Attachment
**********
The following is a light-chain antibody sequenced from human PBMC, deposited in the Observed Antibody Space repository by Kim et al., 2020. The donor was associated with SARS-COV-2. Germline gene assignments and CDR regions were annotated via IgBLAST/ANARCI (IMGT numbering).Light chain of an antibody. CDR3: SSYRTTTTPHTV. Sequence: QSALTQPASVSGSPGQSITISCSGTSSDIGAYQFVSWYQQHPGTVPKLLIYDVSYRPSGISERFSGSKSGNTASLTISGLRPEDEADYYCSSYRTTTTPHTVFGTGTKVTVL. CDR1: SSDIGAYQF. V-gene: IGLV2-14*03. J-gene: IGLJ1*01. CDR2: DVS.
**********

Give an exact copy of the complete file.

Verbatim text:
The following is a light-chain antibody sequenced from human PBMC, deposited in the Observed Antibody Space repository by Kim et al., 2020. The donor was associated with SARS-COV-2. Germline gene assignments and CDR regions were annotated via IgBLAST/ANARCI (IMGT numbering).Light chain of an antibody. CDR3: SSYRTTTTPHTV. Sequence: QSALTQPASVSGSPGQSITISCSGTSSDIGAYQFVSWYQQHPGTVPKLLIYDVSYRPSGISERFSGSKSGNTASLTISGLRPEDEADYYCSSYRTTTTPHTVFGTGTKVTVL. CDR1: SSDIGAYQF. V-gene: IGLV2-14*03. J-gene: IGLJ1*01. CDR2: DVS.